Your browser is out-of-date!

Update your browser to view this website correctly. Update my browser now

×

Once Upon a Time in “Hollywood:” The Lights, Camera(s) and Action for the Netflix Series

“Ryan wanted the obvious glitz and glamour but also to pull back the gilded curtain of Hollywood and expose the darker side of sex and power yet with a modern perspective,” says Simon Dennis, BSC

“What if you could re-write the story?” poses the tagline for Hollywood, the Netflix drama that pays homage to Tinsletown’s golden era at the same time as it lifts the veil on the abuse of power and rampant prejudice that rattles the industry to this day.

“This is almost an alternative reality of what Hollywood could have been,” says Simon Dennis, BSC, the British cinematographer who collaborated with Ryan Murphy executive producer and co-creator (with Ian Brennan) on the seven-episode project.

Read more: Everything Netflix’s Hollywood Rewrites About Reality

Dennis has worked with Murphy previously on The Assassination of Gianna Versace, Pose and The Politician. At the time Hollywood was announced they were shooting upcoming Netflix series Ratched.

“I had my fingers secretly crossed he’d ask me to be involved,” Dennis says. “I knew it would be a dream project for a cinematographer.”

He elaborates, “Ryan wanted the obvious glitz and glamour but also to pull back the gilded curtain of Hollywood and expose the darker side of sex and power yet with a modern perspective on the marginalized LGBT community working there at that time.

From the series “Hollywood,” courtesy of Netflix

“The discrimination, decades-old power dynamics and biases across race, gender and sexuality and what the entertainment world might look like are deconstructed. It defiantly has the ‘underdog vs the system’ angle as well as capturing the boulevard of broken dreams. There’s also a distinct feeling of optimism that I know was so key for Ryan.”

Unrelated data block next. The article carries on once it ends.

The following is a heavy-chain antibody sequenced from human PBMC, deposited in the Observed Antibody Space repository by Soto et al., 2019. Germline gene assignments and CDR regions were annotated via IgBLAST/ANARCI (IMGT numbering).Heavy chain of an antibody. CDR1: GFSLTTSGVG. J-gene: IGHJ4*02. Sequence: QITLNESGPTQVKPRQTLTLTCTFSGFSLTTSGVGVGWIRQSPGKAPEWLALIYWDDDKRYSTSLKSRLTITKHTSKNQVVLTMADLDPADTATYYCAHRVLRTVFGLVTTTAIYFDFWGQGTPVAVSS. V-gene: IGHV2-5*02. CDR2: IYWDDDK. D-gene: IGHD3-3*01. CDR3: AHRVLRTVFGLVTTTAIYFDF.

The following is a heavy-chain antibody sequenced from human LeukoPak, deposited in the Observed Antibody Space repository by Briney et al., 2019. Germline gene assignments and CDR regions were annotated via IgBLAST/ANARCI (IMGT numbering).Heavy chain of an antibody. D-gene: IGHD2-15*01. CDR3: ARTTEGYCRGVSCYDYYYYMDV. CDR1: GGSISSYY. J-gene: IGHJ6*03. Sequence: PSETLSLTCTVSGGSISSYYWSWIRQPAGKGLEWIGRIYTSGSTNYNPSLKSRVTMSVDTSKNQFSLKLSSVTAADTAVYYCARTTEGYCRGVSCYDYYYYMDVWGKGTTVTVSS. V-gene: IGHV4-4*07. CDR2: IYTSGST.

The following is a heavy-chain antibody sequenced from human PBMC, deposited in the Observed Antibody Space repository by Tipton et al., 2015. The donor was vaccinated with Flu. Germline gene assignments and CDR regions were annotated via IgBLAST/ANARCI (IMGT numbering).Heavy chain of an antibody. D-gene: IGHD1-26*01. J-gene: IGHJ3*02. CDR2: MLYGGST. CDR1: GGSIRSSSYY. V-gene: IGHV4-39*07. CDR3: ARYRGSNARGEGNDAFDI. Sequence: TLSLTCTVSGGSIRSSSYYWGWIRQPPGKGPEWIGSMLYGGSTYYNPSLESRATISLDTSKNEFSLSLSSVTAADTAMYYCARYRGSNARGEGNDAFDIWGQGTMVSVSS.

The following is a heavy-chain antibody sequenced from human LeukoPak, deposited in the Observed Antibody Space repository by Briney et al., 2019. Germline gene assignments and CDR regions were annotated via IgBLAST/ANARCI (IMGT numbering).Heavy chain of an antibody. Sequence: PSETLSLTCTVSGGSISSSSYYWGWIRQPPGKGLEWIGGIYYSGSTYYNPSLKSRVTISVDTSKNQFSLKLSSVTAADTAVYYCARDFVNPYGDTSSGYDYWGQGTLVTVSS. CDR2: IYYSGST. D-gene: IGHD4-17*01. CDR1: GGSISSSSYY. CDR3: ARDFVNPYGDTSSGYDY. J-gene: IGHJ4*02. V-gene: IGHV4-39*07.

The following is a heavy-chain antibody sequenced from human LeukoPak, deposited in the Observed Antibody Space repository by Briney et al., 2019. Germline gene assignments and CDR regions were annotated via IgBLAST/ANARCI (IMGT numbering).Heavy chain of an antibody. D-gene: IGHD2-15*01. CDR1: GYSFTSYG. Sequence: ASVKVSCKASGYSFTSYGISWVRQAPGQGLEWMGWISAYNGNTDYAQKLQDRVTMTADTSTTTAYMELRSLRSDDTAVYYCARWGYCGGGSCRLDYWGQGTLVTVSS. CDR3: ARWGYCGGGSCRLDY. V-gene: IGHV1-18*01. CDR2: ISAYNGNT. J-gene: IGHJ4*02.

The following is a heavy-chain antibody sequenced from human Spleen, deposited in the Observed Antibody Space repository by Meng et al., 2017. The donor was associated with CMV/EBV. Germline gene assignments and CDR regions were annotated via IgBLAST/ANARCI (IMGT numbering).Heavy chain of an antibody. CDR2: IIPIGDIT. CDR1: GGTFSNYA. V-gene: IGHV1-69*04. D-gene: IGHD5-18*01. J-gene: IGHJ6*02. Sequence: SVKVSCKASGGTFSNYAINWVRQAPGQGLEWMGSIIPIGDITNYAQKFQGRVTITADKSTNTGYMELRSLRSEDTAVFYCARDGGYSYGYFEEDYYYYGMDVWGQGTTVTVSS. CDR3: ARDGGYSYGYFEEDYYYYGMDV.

Murphy took the director’s chair for the pilot with directors Dan Minahan (Ep2), Michael Uppendahl (Ep3&5), Janet Mock (Ep4&6) and Jessica Yu (Ep7) taking over duties, with Dennis lensing them all and helping to keep the show flowing from episode to episode.

A key singular inspiration for Hollywood’s look was the work of George Hurrell, portrait photographer to 1930s/40s stars, especially his bold work with actress Anna May Wong who is one of the key real life characters in the storyline.

From the series “Hollywood,” courtesy of Netflix

“When I went to visit [Senior Vice Presnet Marketing] David Dodson at Panavision to discuss camera and lens options, I noticed that along their reception corridor are full size prints of Hurrell’s work including little plaques that explain the lighting, stock and exposure details,” Dennis relates. “His work really knocked me out so I ran with that.

“Sometimes you only need one key image or person to guide you through a project, especially one that’s as sprawling and dense as this one.”

Early tonal descriptive pointers from Murphy were widescreen (they shot in 2.20:1), “nostalgic, kinetic, optimistic, natural, wholesome in a harvest tone palette,” Dennis describes. “The challenge for me was to deliver a show with a golden hue yet one that could also live in a world of color ‘separation’ as I felt I didn’t want to use any kind of ‘sepia’ look.”

From the series “Hollywood,” courtesy of Netflix

He drew on Barton Fink and Hail, Caesar! (the Cohen brothers’ studio system features photographed by Roger Deakins ASC BSC with the harvest hues Dennis was seeking) as well as seminal movies from Casablanca to Notorious and darker material like I Walked With A Zombie. The 1947 noir Dark Passage provided clues for shooting the show’s black and white movie-in-production Peg (later renamed Meg).

From the series “Hollywood,” courtesy of Netflix
From the series “Hollywood,” courtesy of Netflix

“We also dipped back into the 1930s, for which I proposed a more powdery, separated color palette like old Technicolor.”

For the screen tests that feature heavily in the show, Dennis and Minahan drew on iconic screen tests of the era, notably of Marlon Brando and Audrey Hepburn. An early concept was to shoot these with vintage MGM lenses yet for insurance purposes it wasn’t possible. Instead, these sequences had an applied film stock.